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Dismiss M365 App Popups with the Login Enterprise Virtual User

Using Microsoft Office Applications is one of the best ways to get a virtual user to interact with a production representative workspace.

We all pretty much use Office applications daily. It is not uncommon for me to use Outlook, Word, Excel, and PowerPoint in the same day, and often I’m bouncing back and forth between them.

So, if you didn’t read my blog called “Finally! Free Test Licensing for Microsoft 365 Apps”, I’d encourage you to check it out because it does have some registry edits that you can use to help suppress Office popups. But there are so many popups that can stop a virtual user from playing with the application. We need to make sure we address them all to get a seamless workflow running during each session.

The Activation and Privacy Popups

Here’s the reality, these are all the popups you’ll see on a new installation of Office, using PowerPoint as an example.

Login VSI Blog - Dismiss M365 App Popups with the Login Enterprise Virtual User - Image 1 - These are all the popups you’ll see on a new installation of Office, using PowerPoint as an example

Installing Office? Expect Popups

Activation—signing in to set up Office—which is a component of licensing, is always something that will pop up if you are using a user that doesn’t have a license tied to an authorized email address. The Privacy Option popup is one that, when acknowledged, will no longer continue to popup after the registry bit has been set. These are the two I needed help from the virtual user since I couldn’t find a way to disable these through the registry.

Below we’ll look at the simple code you can add to let the virtual user do its thing (and if you would like to stop Teams from running, I might give you another useful tip below too).

First, here are our popups:

Login VSI Blog - Dismiss M365 App Popups with the Login Enterprise Virtual User - Image 2 - Popups

Office Set Up - Sign In

Login VSI Blog - Dismiss M365 App Popups with the Login Enterprise Virtual User - Image 3 - Popups

Office Set Up - Privacy Option

To stop them both from happening, let’s do the following:

    1. Download the application templates you want to use. I will use Word as an example.
    2. Open the .cs file in either Visual Studio, the Login Enterprise Script Editor, or Notepad++
    3. The activation popup happens after the application starts, so let’s find that part of the script, add our new code after that, and before the “Open File” block of code (line 29).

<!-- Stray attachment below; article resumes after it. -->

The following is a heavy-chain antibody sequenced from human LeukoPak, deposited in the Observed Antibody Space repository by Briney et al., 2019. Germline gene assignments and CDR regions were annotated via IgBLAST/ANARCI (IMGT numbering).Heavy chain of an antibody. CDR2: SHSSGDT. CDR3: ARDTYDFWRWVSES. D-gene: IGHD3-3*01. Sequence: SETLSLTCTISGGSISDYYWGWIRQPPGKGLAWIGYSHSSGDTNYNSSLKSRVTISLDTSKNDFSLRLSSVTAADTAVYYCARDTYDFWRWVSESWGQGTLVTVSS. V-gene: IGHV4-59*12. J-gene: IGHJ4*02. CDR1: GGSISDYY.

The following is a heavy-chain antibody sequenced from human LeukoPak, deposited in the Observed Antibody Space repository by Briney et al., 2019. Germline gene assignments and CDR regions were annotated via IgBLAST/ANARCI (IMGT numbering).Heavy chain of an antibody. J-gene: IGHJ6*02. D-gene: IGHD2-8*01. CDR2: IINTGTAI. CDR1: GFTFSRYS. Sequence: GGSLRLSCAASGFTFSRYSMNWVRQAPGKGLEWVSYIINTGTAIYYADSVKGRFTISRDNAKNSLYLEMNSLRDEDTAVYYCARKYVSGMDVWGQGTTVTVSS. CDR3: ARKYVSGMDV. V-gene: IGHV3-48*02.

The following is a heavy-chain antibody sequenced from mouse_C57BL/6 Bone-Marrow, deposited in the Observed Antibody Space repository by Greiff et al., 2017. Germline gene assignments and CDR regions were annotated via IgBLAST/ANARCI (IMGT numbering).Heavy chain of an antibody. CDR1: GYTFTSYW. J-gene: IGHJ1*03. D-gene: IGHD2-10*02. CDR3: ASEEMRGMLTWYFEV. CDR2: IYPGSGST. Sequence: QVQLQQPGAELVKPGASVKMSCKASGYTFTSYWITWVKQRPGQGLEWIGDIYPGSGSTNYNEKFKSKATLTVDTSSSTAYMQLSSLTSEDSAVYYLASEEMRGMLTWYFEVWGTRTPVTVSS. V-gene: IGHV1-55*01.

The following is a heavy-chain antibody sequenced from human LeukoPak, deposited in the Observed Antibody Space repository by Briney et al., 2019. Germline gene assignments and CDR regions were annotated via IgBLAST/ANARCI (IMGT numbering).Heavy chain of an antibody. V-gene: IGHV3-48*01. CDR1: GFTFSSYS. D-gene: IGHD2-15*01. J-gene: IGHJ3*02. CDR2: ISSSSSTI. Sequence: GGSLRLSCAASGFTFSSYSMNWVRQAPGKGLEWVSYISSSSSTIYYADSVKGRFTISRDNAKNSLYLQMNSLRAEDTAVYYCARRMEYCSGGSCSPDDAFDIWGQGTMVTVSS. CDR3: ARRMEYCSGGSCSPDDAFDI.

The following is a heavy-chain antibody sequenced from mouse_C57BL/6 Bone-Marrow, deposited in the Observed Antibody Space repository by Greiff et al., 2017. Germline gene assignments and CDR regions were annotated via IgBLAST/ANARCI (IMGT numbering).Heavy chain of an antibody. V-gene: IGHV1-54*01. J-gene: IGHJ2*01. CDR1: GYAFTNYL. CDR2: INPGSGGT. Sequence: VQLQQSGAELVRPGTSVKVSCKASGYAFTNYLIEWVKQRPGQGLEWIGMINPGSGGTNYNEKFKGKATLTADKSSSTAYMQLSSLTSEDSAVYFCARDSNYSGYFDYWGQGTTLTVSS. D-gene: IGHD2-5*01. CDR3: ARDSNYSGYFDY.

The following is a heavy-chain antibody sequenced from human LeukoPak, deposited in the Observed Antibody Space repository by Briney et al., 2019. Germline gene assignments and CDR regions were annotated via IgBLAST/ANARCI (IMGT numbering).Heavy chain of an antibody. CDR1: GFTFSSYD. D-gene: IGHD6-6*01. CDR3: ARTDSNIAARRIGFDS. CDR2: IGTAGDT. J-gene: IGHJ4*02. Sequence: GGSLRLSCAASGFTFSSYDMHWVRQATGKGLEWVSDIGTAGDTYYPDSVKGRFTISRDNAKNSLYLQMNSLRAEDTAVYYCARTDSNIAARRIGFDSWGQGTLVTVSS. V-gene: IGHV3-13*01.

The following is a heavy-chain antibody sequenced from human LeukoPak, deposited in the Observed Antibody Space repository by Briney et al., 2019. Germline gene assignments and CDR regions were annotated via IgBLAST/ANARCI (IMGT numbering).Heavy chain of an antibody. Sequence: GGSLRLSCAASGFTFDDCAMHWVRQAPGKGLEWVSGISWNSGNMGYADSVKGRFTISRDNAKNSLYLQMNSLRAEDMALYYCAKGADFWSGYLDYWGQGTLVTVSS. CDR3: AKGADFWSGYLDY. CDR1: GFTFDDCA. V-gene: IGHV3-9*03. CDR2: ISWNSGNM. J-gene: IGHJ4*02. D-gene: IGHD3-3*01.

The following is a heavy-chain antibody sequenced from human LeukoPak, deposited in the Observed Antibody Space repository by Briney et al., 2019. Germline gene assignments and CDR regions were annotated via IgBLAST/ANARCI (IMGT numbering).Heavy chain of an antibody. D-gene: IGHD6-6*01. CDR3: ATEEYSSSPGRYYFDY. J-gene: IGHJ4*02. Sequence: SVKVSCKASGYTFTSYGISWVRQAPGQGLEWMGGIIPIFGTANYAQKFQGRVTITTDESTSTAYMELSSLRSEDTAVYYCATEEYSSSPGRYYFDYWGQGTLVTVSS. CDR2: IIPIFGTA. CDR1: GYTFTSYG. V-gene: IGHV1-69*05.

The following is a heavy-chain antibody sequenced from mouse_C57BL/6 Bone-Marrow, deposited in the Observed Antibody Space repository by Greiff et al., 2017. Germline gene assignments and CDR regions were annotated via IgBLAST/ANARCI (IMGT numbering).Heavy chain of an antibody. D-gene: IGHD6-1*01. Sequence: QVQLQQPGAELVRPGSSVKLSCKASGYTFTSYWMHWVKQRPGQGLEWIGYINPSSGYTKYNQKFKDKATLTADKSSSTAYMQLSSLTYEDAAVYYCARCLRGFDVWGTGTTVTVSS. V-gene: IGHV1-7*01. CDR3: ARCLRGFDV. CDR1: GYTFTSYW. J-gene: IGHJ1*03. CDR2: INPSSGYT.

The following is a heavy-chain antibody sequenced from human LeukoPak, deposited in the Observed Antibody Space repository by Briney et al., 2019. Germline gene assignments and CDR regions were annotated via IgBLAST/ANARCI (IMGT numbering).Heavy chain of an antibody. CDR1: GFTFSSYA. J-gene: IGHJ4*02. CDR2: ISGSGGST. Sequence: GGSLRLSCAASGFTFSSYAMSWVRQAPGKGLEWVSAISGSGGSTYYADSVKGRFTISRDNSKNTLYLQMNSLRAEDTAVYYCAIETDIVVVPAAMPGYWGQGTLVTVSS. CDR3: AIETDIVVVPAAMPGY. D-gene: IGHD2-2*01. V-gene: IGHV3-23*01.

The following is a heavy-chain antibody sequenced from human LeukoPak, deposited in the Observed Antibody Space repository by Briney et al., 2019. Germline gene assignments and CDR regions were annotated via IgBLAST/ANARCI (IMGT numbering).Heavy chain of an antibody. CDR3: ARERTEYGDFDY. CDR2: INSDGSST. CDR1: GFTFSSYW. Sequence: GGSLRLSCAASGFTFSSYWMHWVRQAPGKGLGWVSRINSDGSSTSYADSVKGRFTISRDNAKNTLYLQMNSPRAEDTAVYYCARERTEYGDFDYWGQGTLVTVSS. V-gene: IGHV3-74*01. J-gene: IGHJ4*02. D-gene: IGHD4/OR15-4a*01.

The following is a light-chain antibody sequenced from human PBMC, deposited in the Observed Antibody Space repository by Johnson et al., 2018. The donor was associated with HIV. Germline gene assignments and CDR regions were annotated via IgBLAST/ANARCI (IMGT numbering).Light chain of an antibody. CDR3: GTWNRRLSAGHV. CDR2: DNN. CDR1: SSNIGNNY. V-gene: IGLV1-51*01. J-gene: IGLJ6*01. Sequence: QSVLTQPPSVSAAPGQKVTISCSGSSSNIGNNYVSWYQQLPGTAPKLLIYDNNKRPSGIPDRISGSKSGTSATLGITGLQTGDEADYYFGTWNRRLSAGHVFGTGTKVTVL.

Login VSI Blog - Dismiss M365 App Popups with the Login Enterprise Virtual User - Image 4 - Activation popup in Script

Find the activation popup in the script

    1. After we START() the application, I like to add a Wait of 10 seconds (i.e., Wait(10) ), so we can wait for the activation popup to happen.
    2. Then I add these 2 lines (one is a comment, one is code)

  // Look for sign in window and send esc key try {var signinWindow = MainWindow.FindControl(title:"Sign in to set up Office", timeout:1); signinWindow.Type("{ESC}");} catch {}

    1. If you need to get rid of the privacy option popup, then you can add this code below that will look for the window and hit the “Close” button

  // Find privacy button and accept try{ Wait(5); var yourPrivacyOptionWindow = FindWindow(title : "Your privacy option", processName : "WINWORD",timeout:15); var closeButton = yourPrivacyOptionWindow.FindControl(className : "Button:NetUIButton", title : "Close",timeout:10); Wait(1); yourPrivacyOptionWindow.Focus(); Wait(1); closeButton.Click(); } catch{}

    1. So in the end, your code now looks like this:

Login VSI Blog - Dismiss M365 App Popups with the Login Enterprise Virtual User - Image 5 - Popups

Your code should now look like this

How Do You Do This For Any Of The Other Office Apps?

Just repeat steps 1 – 5 above for any of the other applications. Usually, I’ll put the Privacy Option Popup dismissal in the first app I run in my application workflow. Technically you should be able to put the Privacy Option code in all the Office application workflows.

Hey, You Said You’d Tell Us How To Disable Teams

If my customer is not using Teams and we’d like to see if turning it off buys us some performance, then you can add the following to any of the application workflow scripts.

  //Quit Teams ShellExecute(@"cmd /c taskkill /f /im teams*",waitForProcessEnd:true);

Note that we run this before we start the apps. (Hint, check out the line numbers)

Login VSI Blog - Dismiss M365 App Popups with the Login Enterprise Virtual User - Image 6 - Popups

Run this before you start the apps

In my limited testing, I haven’t seen a difference between quitting Teams and leaving it running.

And We’re Ready To Test With Microsoft 365 Apps

You have a free licensing from Microsoft, and you have some cool scripting you can use to take advantage of all of the M365 Apps within your virtual user application workflow. If you’re like me and the customers I’ve been working. You can use these tools to figure out how your scalability might look with Azure machine instances running Windows 10 Enterprise Multisession.

Thanks for reading my blog and don't forget to check out my other post about Office popups. Stay happy and healthy.

About the author

Blair Parkhill (@SANspyder) joined Login VSI in the summer of 2015 as the director of products. Blair has been a marketing leader, avid architect and supporter of customer-focused technology solutions and technical marketing since the late 1990s. Residing in tiny homes located in the mountains of Colorado and jungles of Costa Rica, he tries to spend as much time as he can traveling, playing music, exploring the jungle, walking on beaches, and hiking in the mountains – when he’s not playing with the product, geeking out with the latest tech, presenting, testing or blogging.